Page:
We first consider whether Judge Anderson was an "interested" party under section 78-7-1 (1). Cellcom asserts that Judge Anderson should be disqualified under this section because he had a "potential financial interest" in the litigation. Cellcom states that Judge Anderson's former law firm represented and its president in the purchase of stock from Neal Sorensen, and that "in advising Syscom on the fairness of the transaction, Judge Anderson's firm would presumably have assessed the proposed purchase price in light of Syscom's known liabilities and assets," which included "the outstanding litigation with Cellcom." Cellcom asserts that Judge Anderson is liable for any potential claims ensuing from the firm's services, including its evaluation of the likely outcome of this litigation. Cellcom thus states that "because Judge Anderson's potential exposure, however remote, depends on the outcome of the litigation, he is an 'interested' party within the meaning of 78-7-1(1)(a), and recusal was required."
In general, "[t]o effect the disqualification of a judge, the interest at issue must be direct, certain, and immediate, and not one which is indirect, contingent, incidental, or remote." 46 Am. Jur. 2d Judges 100 (1994); see also Blake v. Gilbert, 702 P.2d 631, 641 (Alaska 1985) (stating "an indirect or uncertain interest is not enough to disqualify a judge"); Bratz v. Bratz, 495 A,2d 292. 295 (Conn. App. Ct. 1985) ("The interest in the potential outcome of a case that will disqualify a judge must be a present one. It must be direct, certain and immediate."); Goldman v. Bryan, 764 P.2d 1296, 1300 (Nev. 1988) (stating judge's "disqualifying 'interest' must be a present interest in the outcome of the proceeding, "not some indirect, remote, speculative, theoretical or possible interest"' (quoting State v. Scarborough, 410 P.2d 732, 734 (N.M. 1966))). In addition, the interest must be "substantial." 46 Am. Jur. 2d Judges 101.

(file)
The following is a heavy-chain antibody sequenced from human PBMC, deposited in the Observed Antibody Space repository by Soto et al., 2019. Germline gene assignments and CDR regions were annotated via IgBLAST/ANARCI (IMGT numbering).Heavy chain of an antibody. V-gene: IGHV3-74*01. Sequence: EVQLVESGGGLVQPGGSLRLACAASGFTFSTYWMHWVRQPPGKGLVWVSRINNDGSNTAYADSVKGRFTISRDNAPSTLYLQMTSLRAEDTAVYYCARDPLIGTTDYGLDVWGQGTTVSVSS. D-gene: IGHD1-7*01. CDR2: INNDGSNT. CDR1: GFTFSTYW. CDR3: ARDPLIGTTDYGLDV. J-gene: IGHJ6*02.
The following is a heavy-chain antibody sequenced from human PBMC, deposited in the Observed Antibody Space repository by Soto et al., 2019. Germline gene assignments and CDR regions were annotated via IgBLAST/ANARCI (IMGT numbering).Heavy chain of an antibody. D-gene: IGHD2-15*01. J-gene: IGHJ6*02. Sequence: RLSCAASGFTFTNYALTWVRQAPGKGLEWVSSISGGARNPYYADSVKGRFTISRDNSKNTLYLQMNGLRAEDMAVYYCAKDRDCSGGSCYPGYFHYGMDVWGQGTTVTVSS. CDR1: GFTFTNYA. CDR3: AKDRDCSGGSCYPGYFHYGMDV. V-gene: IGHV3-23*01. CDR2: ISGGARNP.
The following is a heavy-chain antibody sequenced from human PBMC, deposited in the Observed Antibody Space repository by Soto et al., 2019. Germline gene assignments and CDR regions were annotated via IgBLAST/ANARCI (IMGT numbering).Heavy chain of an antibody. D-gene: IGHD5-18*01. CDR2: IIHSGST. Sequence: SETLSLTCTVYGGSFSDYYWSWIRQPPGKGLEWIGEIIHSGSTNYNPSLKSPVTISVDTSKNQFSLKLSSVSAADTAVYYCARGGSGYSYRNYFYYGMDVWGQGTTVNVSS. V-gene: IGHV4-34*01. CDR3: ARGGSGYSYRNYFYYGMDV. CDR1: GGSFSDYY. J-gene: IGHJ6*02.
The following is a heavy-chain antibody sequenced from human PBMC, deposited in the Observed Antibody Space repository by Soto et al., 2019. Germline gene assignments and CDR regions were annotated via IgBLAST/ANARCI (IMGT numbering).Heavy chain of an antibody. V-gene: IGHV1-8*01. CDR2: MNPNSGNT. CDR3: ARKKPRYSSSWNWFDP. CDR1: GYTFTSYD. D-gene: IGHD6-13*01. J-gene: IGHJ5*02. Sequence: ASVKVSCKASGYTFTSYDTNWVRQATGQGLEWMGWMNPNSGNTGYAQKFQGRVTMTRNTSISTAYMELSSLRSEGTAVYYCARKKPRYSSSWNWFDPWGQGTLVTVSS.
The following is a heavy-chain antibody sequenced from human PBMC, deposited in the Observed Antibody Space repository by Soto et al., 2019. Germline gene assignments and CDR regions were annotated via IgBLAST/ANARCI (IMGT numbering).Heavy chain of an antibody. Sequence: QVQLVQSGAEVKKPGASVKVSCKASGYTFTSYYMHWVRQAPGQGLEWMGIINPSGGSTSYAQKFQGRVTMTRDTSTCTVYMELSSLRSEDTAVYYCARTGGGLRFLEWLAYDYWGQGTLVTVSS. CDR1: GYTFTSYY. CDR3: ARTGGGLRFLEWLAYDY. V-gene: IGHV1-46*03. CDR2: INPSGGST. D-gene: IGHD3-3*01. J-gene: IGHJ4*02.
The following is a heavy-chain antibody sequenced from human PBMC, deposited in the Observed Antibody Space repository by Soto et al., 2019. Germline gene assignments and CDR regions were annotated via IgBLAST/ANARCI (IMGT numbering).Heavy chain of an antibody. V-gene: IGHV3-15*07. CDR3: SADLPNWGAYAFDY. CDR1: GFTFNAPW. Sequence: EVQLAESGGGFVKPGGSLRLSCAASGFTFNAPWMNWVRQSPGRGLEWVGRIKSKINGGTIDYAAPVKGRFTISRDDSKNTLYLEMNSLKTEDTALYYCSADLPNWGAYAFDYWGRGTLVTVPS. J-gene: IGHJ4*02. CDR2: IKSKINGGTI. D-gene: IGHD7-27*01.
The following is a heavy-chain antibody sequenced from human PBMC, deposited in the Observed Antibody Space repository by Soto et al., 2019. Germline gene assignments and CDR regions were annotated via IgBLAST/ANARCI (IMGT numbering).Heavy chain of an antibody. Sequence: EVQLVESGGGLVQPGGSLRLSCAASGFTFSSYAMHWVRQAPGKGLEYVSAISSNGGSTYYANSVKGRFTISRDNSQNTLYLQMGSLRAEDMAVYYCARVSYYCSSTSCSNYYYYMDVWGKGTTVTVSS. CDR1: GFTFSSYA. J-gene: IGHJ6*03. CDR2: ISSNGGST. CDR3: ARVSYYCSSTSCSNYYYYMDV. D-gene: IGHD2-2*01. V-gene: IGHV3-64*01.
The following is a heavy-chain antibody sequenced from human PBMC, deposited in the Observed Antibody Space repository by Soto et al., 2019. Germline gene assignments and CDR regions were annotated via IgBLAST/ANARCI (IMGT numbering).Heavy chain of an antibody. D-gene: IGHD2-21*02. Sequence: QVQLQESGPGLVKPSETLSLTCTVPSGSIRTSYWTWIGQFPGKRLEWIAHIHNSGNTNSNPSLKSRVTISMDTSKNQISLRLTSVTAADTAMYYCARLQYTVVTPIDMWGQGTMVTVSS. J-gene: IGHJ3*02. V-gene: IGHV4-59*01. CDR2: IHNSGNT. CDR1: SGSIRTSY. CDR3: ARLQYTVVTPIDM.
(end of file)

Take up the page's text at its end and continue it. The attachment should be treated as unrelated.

In this case, Cellcom has recognized that any interest the judge had